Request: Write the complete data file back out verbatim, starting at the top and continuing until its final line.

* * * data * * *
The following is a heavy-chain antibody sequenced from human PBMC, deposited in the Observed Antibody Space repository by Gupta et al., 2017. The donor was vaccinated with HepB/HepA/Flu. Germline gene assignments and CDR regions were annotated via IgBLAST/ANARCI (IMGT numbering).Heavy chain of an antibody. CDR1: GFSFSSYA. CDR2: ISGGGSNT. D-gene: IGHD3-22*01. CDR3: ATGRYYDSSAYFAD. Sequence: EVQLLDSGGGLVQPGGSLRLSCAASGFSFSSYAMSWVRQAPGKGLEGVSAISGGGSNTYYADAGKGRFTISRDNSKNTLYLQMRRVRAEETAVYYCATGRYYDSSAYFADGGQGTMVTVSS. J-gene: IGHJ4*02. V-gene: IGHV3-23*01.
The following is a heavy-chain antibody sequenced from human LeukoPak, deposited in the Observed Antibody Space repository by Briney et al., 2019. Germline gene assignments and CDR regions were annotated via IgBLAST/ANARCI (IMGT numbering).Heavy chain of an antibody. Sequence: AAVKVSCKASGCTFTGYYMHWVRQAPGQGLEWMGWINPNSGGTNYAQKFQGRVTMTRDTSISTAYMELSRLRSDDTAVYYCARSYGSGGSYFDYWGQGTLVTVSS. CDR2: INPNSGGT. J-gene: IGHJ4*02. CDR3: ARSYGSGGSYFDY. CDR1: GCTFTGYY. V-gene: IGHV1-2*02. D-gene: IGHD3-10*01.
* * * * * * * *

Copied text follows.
The following is a heavy-chain antibody sequenced from human PBMC, deposited in the Observed Antibody Space repository by Gupta et al., 2017. The donor was vaccinated with HepB/HepA/Flu. Germline gene assignments and CDR regions were annotated via IgBLAST/ANARCI (IMGT numbering).Heavy chain of an antibody. CDR1: GFSFSSYA. CDR2: ISGGGSNT. D-gene: IGHD3-22*01. CDR3: ATGRYYDSSAYFAD. Sequence: EVQLLDSGGGLVQPGGSLRLSCAASGFSFSSYAMSWVRQAPGKGLEGVSAISGGGSNTYYADAGKGRFTISRDNSKNTLYLQMRRVRAEETAVYYCATGRYYDSSAYFADGGQGTMVTVSS. J-gene: IGHJ4*02. V-gene: IGHV3-23*01.
The following is a heavy-chain antibody sequenced from human LeukoPak, deposited in the Observed Antibody Space repository by Briney et al., 2019. Germline gene assignments and CDR regions were annotated via IgBLAST/ANARCI (IMGT numbering).Heavy chain of an antibody. Sequence: AAVKVSCKASGCTFTGYYMHWVRQAPGQGLEWMGWINPNSGGTNYAQKFQGRVTMTRDTSISTAYMELSRLRSDDTAVYYCARSYGSGGSYFDYWGQGTLVTVSS. CDR2: INPNSGGT. J-gene: IGHJ4*02. CDR3: ARSYGSGGSYFDY. CDR1: GCTFTGYY. V-gene: IGHV1-2*02. D-gene: IGHD3-10*01.